It might not be correct to say face masks are back in style in Northampton County, but like it or not, wearing them is once again a requirement in all county buildings.
County executive Lamont McClure last week issued a directive reinstating the face mask policy on Aug. 6, after new COVID-19 cases in the county spiked.
Visitors to county buildings must also submit to temperature checks upon entering them.
“It is unfortunate that the county must re-impose its face mask policy, but with the number of cases rising and the increase in hospitalizations, it is necessary to protect public health,” McClure said in a statement. “I encourage everyone who is eligible to get vaccinated. The sooner we reach herd immunity, the sooner we can break the back of this pandemic.”
The most recent death due to COVID-19 in the county was on Aug. 6, according to the Pennsylvania Department of Health dashboard, and seven county residents have succumbed to the virus over the past two months.
As of Tuesday, Northampton County led the state in the average number of new cases per 100,000 residents, with more than 20 cases being reported each day. With a population of 310,000 that means the county is confirming more than 60 new COVID cases a day.
Approximately 59 percent of county residents have received at least one dose of the COVID vaccine, and roughly 53 percent are fully vaccinated, according to the latest data.
In late July, the U.S. Centers for Disease Control (CDC) changed its guidance regarding masking, which it had previously said could be stopped if individuals were fully vaccinated. Under the new recommendations, even vaccinated people are urged to wear masks in public indoor spaces to help reduce the spread of the highly-transmissable Delta variant.
Unvaccinated people should continue to mask in all public spaces, according to the CDC.
In partnership with Lehigh Valley Health Network, Northampton County operates a drive-thru COVID vaccination and testing center for residents at 3100 Emrick Blvd. in Bethlehem Township. The center is open Monday, Wednesday and Friday from 10 a.m. to 2 p.m., and Tuesday and Thursday from 2 to 6 p.m. Vaccinations are available by appointment only and only for Northampton County residents ages 12 and over. Patients can choose from all three approved vaccines: Pfizer, Moderna and Johnson & Johnson. Pfizer and Moderna require two shots administered three weeks apart, while the Johnson & Johnson shot is a single-dose vaccine. More information about scheduling an appointment at the county site may be found online.
On Monday, Lehigh Valley Health Network, St. Luke’s University Health Network and Good Shepherd Rehabilitation Network jointly announced that all of their employees must receive the COVID vaccine, with the Morning Call reporting that St. Luke’s is requiring roughly 2,200 employees who have held out to be vaccinated against COVID-19 by Sept. 25, Good Shepherd is requiring all of its employees to be vaccinated by Oct. 15 and Lehigh Valley Health Network is requiring its remaining unvaccinated workers to get their COVID shots within eight weeks of the U.S. Food & Drug Administration fully approving a vaccine.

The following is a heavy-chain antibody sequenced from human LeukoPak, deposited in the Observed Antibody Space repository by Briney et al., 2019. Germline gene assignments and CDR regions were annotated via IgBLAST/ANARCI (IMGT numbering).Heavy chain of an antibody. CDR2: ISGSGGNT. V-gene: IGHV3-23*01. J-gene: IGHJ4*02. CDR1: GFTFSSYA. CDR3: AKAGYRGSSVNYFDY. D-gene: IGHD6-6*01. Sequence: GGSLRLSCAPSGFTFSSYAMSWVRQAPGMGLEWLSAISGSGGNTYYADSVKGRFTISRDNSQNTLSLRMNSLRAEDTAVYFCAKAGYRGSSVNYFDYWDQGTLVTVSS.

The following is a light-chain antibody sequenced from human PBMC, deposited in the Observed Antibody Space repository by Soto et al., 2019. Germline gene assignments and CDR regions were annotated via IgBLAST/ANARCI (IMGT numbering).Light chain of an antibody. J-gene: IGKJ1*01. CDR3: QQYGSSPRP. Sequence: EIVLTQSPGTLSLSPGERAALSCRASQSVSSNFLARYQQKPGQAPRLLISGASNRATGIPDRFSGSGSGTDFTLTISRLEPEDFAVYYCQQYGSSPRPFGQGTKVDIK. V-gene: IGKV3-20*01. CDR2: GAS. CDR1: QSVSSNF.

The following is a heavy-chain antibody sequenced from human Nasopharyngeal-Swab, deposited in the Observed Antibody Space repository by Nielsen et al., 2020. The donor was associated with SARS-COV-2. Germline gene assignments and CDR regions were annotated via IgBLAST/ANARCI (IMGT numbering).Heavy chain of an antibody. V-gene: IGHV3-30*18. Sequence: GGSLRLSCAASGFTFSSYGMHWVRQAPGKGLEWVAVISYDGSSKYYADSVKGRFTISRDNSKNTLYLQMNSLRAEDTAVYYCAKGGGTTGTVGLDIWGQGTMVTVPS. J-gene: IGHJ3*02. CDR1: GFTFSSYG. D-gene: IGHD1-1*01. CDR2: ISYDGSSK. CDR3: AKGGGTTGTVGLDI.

On Facebook, some Saucon Source readers–including some who self-identified as current or former health care workers–reacted angrily or skeptically to the news.
“Glad I no longer work for them,” said Wendy Kat. “They didn’t make us take the flu shot (you did have to wear a mask if you opted not to get it), but to force people to get an experimental shot that still allows you to contract and spread the disease is asinine.”
And Amy Weikert commented, “What a shame. I work in the ER and I’m still choosing no vaccine! We still have that right even if for a short period!”
An announcement by Pennsylvania governor Tom Wolf Tuesday that all commonwealth employees in state health care facilities and high-risk congregate care facilities must be fully vaccinated against COVID-19 by Sept. 7 or undergo weekly COVID-19 testing thereafter is only likely to further inflame those who oppose the vaccine. Wolf’s announcement also indicated that as of Sept. 7, “all new external hires in these facilities must be vaccinated before commencing employment.”
“Throughout the pandemic, we have learned that the COVID-19 virus thrives in settings where people live in close proximity such as congregate care,” Wolf said. “These individuals are often our most vulnerable Pennsylvanians who are unable to leave these facilities and rely on the direct care of the staff. … It is our responsibility to do our part to protect our most vulnerable neighbors and stop the spread of this highly contagious virus.”
With the vaccine still not approved for children under 12, and with many older children still unvaccinated, the fight over masking requirements for school children is also heating up locally, with numerous parents denouncing a proposed mask mandate at Monday night’s Southern Lehigh School Board meeting.
One parent who addressed the board compared a possible requirement for children to wear masks at school or on buses to the use of the yellow star by the Nazis to identify Jewish residents during World War II, while others claimed the masks make kids sick.
Another parent warned the board that a group of parents intend to sue the district if masks are required to be worn by students on district-owned transportation.
Other parents–including several who identified themselves as area physicians–urged the board to follow both CDC and health network guidance, which call for masking.
The board, which will next meet Aug. 23 at 7:30 p.m. in the Southern Lehigh High School cafeteria, also received a presentation containing the latest COVID data, which it was told is limited in part due to the fact that Lehigh County lacks a health department.